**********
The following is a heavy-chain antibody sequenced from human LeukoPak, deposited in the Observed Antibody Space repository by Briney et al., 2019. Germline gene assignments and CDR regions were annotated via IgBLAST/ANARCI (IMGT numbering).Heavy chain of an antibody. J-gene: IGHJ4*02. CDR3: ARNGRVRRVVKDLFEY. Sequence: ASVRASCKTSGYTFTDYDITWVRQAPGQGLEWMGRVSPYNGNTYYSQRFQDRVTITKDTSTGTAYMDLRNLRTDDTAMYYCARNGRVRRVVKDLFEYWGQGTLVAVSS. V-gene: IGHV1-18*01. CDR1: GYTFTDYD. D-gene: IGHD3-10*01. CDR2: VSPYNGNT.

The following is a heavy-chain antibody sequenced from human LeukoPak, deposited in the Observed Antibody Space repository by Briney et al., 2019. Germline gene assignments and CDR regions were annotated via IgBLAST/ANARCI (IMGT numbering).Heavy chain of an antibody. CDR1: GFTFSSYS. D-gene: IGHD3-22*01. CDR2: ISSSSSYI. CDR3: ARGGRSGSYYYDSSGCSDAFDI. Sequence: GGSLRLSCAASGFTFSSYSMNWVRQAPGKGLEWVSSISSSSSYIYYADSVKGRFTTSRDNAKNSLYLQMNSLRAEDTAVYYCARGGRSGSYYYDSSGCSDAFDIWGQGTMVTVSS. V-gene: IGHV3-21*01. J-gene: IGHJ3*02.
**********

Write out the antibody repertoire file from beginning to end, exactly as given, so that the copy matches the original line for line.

The following is a heavy-chain antibody sequenced from human LeukoPak, deposited in the Observed Antibody Space repository by Briney et al., 2019. Germline gene assignments and CDR regions were annotated via IgBLAST/ANARCI (IMGT numbering).Heavy chain of an antibody. J-gene: IGHJ4*02. CDR3: ARNGRVRRVVKDLFEY. Sequence: ASVRASCKTSGYTFTDYDITWVRQAPGQGLEWMGRVSPYNGNTYYSQRFQDRVTITKDTSTGTAYMDLRNLRTDDTAMYYCARNGRVRRVVKDLFEYWGQGTLVAVSS. V-gene: IGHV1-18*01. CDR1: GYTFTDYD. D-gene: IGHD3-10*01. CDR2: VSPYNGNT.

The following is a heavy-chain antibody sequenced from human LeukoPak, deposited in the Observed Antibody Space repository by Briney et al., 2019. Germline gene assignments and CDR regions were annotated via IgBLAST/ANARCI (IMGT numbering).Heavy chain of an antibody. CDR1: GFTFSSYS. D-gene: IGHD3-22*01. CDR2: ISSSSSYI. CDR3: ARGGRSGSYYYDSSGCSDAFDI. Sequence: GGSLRLSCAASGFTFSSYSMNWVRQAPGKGLEWVSSISSSSSYIYYADSVKGRFTTSRDNAKNSLYLQMNSLRAEDTAVYYCARGGRSGSYYYDSSGCSDAFDIWGQGTMVTVSS. V-gene: IGHV3-21*01. J-gene: IGHJ3*02.